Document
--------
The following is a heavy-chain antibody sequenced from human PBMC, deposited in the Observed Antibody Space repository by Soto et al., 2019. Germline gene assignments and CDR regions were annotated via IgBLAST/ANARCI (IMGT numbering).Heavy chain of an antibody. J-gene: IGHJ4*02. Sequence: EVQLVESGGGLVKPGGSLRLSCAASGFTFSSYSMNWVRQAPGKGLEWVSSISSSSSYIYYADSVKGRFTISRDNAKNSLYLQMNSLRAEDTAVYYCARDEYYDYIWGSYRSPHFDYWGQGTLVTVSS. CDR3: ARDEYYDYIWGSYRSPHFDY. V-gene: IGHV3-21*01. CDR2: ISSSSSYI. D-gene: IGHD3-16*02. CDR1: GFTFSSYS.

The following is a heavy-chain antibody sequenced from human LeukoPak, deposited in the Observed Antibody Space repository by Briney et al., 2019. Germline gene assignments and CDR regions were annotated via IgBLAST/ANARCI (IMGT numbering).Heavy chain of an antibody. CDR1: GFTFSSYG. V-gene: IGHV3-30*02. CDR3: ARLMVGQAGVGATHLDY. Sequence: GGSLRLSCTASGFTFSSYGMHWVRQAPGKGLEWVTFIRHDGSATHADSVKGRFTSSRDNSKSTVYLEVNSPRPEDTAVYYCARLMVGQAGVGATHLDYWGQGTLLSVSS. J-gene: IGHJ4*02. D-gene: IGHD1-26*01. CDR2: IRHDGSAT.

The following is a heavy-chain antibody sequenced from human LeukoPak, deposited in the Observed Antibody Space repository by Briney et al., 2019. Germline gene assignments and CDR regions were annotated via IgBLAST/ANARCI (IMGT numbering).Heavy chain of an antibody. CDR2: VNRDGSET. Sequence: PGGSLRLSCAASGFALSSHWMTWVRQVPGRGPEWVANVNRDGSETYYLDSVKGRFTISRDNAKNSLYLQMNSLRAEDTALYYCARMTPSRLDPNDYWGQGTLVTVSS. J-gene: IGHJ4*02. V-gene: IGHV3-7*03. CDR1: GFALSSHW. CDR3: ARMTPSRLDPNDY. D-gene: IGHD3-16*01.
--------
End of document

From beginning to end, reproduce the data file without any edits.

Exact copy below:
The following is a heavy-chain antibody sequenced from human PBMC, deposited in the Observed Antibody Space repository by Soto et al., 2019. Germline gene assignments and CDR regions were annotated via IgBLAST/ANARCI (IMGT numbering).Heavy chain of an antibody. J-gene: IGHJ4*02. Sequence: EVQLVESGGGLVKPGGSLRLSCAASGFTFSSYSMNWVRQAPGKGLEWVSSISSSSSYIYYADSVKGRFTISRDNAKNSLYLQMNSLRAEDTAVYYCARDEYYDYIWGSYRSPHFDYWGQGTLVTVSS. CDR3: ARDEYYDYIWGSYRSPHFDY. V-gene: IGHV3-21*01. CDR2: ISSSSSYI. D-gene: IGHD3-16*02. CDR1: GFTFSSYS.

The following is a heavy-chain antibody sequenced from human LeukoPak, deposited in the Observed Antibody Space repository by Briney et al., 2019. Germline gene assignments and CDR regions were annotated via IgBLAST/ANARCI (IMGT numbering).Heavy chain of an antibody. CDR1: GFTFSSYG. V-gene: IGHV3-30*02. CDR3: ARLMVGQAGVGATHLDY. Sequence: GGSLRLSCTASGFTFSSYGMHWVRQAPGKGLEWVTFIRHDGSATHADSVKGRFTSSRDNSKSTVYLEVNSPRPEDTAVYYCARLMVGQAGVGATHLDYWGQGTLLSVSS. J-gene: IGHJ4*02. D-gene: IGHD1-26*01. CDR2: IRHDGSAT.

The following is a heavy-chain antibody sequenced from human LeukoPak, deposited in the Observed Antibody Space repository by Briney et al., 2019. Germline gene assignments and CDR regions were annotated via IgBLAST/ANARCI (IMGT numbering).Heavy chain of an antibody. CDR2: VNRDGSET. Sequence: PGGSLRLSCAASGFALSSHWMTWVRQVPGRGPEWVANVNRDGSETYYLDSVKGRFTISRDNAKNSLYLQMNSLRAEDTALYYCARMTPSRLDPNDYWGQGTLVTVSS. J-gene: IGHJ4*02. V-gene: IGHV3-7*03. CDR1: GFALSSHW. CDR3: ARMTPSRLDPNDY. D-gene: IGHD3-16*01.